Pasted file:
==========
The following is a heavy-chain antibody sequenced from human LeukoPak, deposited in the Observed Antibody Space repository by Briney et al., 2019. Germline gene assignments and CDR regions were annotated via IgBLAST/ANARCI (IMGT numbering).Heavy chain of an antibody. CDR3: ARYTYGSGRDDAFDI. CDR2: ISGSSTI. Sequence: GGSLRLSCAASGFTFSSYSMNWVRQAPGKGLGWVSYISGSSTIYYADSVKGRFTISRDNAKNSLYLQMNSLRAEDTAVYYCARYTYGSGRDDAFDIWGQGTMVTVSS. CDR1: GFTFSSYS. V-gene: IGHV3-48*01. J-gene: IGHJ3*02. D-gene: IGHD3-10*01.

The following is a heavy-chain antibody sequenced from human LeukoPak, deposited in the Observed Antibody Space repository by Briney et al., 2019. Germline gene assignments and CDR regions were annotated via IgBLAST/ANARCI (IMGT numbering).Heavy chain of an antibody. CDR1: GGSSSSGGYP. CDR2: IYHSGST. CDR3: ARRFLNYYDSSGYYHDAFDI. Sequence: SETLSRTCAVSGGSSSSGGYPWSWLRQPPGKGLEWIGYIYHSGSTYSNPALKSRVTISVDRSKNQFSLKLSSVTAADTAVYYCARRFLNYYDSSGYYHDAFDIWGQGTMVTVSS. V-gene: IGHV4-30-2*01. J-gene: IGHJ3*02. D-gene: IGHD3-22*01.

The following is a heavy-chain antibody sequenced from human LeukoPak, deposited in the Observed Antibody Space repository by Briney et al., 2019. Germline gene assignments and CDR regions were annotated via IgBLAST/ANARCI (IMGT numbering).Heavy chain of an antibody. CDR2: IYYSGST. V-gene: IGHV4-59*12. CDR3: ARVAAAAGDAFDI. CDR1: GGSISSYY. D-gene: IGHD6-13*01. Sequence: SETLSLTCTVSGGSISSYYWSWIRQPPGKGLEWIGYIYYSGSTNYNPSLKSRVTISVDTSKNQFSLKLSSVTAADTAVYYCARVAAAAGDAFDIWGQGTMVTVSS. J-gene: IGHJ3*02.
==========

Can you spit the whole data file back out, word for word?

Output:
The following is a heavy-chain antibody sequenced from human LeukoPak, deposited in the Observed Antibody Space repository by Briney et al., 2019. Germline gene assignments and CDR regions were annotated via IgBLAST/ANARCI (IMGT numbering).Heavy chain of an antibody. CDR3: ARYTYGSGRDDAFDI. CDR2: ISGSSTI. Sequence: GGSLRLSCAASGFTFSSYSMNWVRQAPGKGLGWVSYISGSSTIYYADSVKGRFTISRDNAKNSLYLQMNSLRAEDTAVYYCARYTYGSGRDDAFDIWGQGTMVTVSS. CDR1: GFTFSSYS. V-gene: IGHV3-48*01. J-gene: IGHJ3*02. D-gene: IGHD3-10*01.

The following is a heavy-chain antibody sequenced from human LeukoPak, deposited in the Observed Antibody Space repository by Briney et al., 2019. Germline gene assignments and CDR regions were annotated via IgBLAST/ANARCI (IMGT numbering).Heavy chain of an antibody. CDR1: GGSSSSGGYP. CDR2: IYHSGST. CDR3: ARRFLNYYDSSGYYHDAFDI. Sequence: SETLSRTCAVSGGSSSSGGYPWSWLRQPPGKGLEWIGYIYHSGSTYSNPALKSRVTISVDRSKNQFSLKLSSVTAADTAVYYCARRFLNYYDSSGYYHDAFDIWGQGTMVTVSS. V-gene: IGHV4-30-2*01. J-gene: IGHJ3*02. D-gene: IGHD3-22*01.

The following is a heavy-chain antibody sequenced from human LeukoPak, deposited in the Observed Antibody Space repository by Briney et al., 2019. Germline gene assignments and CDR regions were annotated via IgBLAST/ANARCI (IMGT numbering).Heavy chain of an antibody. CDR2: IYYSGST. V-gene: IGHV4-59*12. CDR3: ARVAAAAGDAFDI. CDR1: GGSISSYY. D-gene: IGHD6-13*01. Sequence: SETLSLTCTVSGGSISSYYWSWIRQPPGKGLEWIGYIYYSGSTNYNPSLKSRVTISVDTSKNQFSLKLSSVTAADTAVYYCARVAAAAGDAFDIWGQGTMVTVSS. J-gene: IGHJ3*02.